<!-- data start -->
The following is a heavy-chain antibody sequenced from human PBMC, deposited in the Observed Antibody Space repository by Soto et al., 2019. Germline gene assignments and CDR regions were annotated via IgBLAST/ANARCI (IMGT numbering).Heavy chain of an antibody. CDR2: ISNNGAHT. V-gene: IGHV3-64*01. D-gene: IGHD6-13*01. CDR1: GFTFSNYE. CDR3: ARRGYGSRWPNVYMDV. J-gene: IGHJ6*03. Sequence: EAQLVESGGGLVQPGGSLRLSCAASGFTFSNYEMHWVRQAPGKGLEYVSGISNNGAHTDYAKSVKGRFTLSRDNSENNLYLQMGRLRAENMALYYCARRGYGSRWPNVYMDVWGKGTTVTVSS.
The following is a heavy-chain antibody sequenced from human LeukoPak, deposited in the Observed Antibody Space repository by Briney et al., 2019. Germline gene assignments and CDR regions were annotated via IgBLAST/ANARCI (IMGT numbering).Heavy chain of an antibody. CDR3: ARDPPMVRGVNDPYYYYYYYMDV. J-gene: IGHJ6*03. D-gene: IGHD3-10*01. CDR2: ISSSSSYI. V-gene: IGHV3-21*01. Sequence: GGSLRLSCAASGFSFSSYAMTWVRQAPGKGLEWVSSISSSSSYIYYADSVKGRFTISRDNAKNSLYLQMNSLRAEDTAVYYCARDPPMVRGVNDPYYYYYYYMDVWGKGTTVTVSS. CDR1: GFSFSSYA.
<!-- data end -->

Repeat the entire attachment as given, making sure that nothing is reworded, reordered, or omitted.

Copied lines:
The following is a heavy-chain antibody sequenced from human PBMC, deposited in the Observed Antibody Space repository by Soto et al., 2019. Germline gene assignments and CDR regions were annotated via IgBLAST/ANARCI (IMGT numbering).Heavy chain of an antibody. CDR2: ISNNGAHT. V-gene: IGHV3-64*01. D-gene: IGHD6-13*01. CDR1: GFTFSNYE. CDR3: ARRGYGSRWPNVYMDV. J-gene: IGHJ6*03. Sequence: EAQLVESGGGLVQPGGSLRLSCAASGFTFSNYEMHWVRQAPGKGLEYVSGISNNGAHTDYAKSVKGRFTLSRDNSENNLYLQMGRLRAENMALYYCARRGYGSRWPNVYMDVWGKGTTVTVSS.
The following is a heavy-chain antibody sequenced from human LeukoPak, deposited in the Observed Antibody Space repository by Briney et al., 2019. Germline gene assignments and CDR regions were annotated via IgBLAST/ANARCI (IMGT numbering).Heavy chain of an antibody. CDR3: ARDPPMVRGVNDPYYYYYYYMDV. J-gene: IGHJ6*03. D-gene: IGHD3-10*01. CDR2: ISSSSSYI. V-gene: IGHV3-21*01. Sequence: GGSLRLSCAASGFSFSSYAMTWVRQAPGKGLEWVSSISSSSSYIYYADSVKGRFTISRDNAKNSLYLQMNSLRAEDTAVYYCARDPPMVRGVNDPYYYYYYYMDVWGKGTTVTVSS. CDR1: GFSFSSYA.